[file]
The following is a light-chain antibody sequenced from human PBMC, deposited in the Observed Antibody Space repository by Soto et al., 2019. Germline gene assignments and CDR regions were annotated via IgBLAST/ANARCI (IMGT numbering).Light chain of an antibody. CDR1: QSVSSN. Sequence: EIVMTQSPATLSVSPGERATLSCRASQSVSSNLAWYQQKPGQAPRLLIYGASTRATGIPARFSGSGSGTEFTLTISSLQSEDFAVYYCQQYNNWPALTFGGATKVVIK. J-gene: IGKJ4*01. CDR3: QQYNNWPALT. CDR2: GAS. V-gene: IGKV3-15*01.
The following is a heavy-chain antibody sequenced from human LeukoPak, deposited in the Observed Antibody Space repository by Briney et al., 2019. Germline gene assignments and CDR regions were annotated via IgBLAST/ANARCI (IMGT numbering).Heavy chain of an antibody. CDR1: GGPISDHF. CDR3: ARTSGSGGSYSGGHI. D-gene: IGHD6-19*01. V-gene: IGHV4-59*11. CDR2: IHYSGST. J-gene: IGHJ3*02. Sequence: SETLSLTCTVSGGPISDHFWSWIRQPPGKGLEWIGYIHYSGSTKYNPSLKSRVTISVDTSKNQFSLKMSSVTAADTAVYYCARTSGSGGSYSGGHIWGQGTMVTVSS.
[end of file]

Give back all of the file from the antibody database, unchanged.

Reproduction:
The following is a light-chain antibody sequenced from human PBMC, deposited in the Observed Antibody Space repository by Soto et al., 2019. Germline gene assignments and CDR regions were annotated via IgBLAST/ANARCI (IMGT numbering).Light chain of an antibody. CDR1: QSVSSN. Sequence: EIVMTQSPATLSVSPGERATLSCRASQSVSSNLAWYQQKPGQAPRLLIYGASTRATGIPARFSGSGSGTEFTLTISSLQSEDFAVYYCQQYNNWPALTFGGATKVVIK. J-gene: IGKJ4*01. CDR3: QQYNNWPALT. CDR2: GAS. V-gene: IGKV3-15*01.
The following is a heavy-chain antibody sequenced from human LeukoPak, deposited in the Observed Antibody Space repository by Briney et al., 2019. Germline gene assignments and CDR regions were annotated via IgBLAST/ANARCI (IMGT numbering).Heavy chain of an antibody. CDR1: GGPISDHF. CDR3: ARTSGSGGSYSGGHI. D-gene: IGHD6-19*01. V-gene: IGHV4-59*11. CDR2: IHYSGST. J-gene: IGHJ3*02. Sequence: SETLSLTCTVSGGPISDHFWSWIRQPPGKGLEWIGYIHYSGSTKYNPSLKSRVTISVDTSKNQFSLKMSSVTAADTAVYYCARTSGSGGSYSGGHIWGQGTMVTVSS.